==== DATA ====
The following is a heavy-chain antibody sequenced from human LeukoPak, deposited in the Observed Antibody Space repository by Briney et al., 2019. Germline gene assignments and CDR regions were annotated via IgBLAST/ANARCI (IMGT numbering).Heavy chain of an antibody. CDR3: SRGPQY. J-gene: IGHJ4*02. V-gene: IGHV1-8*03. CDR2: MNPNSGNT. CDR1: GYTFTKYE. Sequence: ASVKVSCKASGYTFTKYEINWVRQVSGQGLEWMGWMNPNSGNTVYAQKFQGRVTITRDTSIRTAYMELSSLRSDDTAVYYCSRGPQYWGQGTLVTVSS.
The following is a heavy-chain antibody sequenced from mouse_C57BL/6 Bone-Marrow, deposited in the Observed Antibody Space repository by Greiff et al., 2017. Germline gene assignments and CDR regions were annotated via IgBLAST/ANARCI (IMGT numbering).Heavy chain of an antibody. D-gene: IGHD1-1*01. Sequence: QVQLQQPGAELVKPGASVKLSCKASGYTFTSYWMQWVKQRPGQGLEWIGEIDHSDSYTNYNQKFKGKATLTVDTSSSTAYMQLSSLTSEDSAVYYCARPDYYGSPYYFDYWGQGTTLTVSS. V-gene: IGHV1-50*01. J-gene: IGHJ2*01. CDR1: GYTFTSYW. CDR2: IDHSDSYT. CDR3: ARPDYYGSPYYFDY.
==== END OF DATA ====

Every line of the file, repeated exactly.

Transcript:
The following is a heavy-chain antibody sequenced from human LeukoPak, deposited in the Observed Antibody Space repository by Briney et al., 2019. Germline gene assignments and CDR regions were annotated via IgBLAST/ANARCI (IMGT numbering).Heavy chain of an antibody. CDR3: SRGPQY. J-gene: IGHJ4*02. V-gene: IGHV1-8*03. CDR2: MNPNSGNT. CDR1: GYTFTKYE. Sequence: ASVKVSCKASGYTFTKYEINWVRQVSGQGLEWMGWMNPNSGNTVYAQKFQGRVTITRDTSIRTAYMELSSLRSDDTAVYYCSRGPQYWGQGTLVTVSS.
The following is a heavy-chain antibody sequenced from mouse_C57BL/6 Bone-Marrow, deposited in the Observed Antibody Space repository by Greiff et al., 2017. Germline gene assignments and CDR regions were annotated via IgBLAST/ANARCI (IMGT numbering).Heavy chain of an antibody. D-gene: IGHD1-1*01. Sequence: QVQLQQPGAELVKPGASVKLSCKASGYTFTSYWMQWVKQRPGQGLEWIGEIDHSDSYTNYNQKFKGKATLTVDTSSSTAYMQLSSLTSEDSAVYYCARPDYYGSPYYFDYWGQGTTLTVSS. V-gene: IGHV1-50*01. J-gene: IGHJ2*01. CDR1: GYTFTSYW. CDR2: IDHSDSYT. CDR3: ARPDYYGSPYYFDY.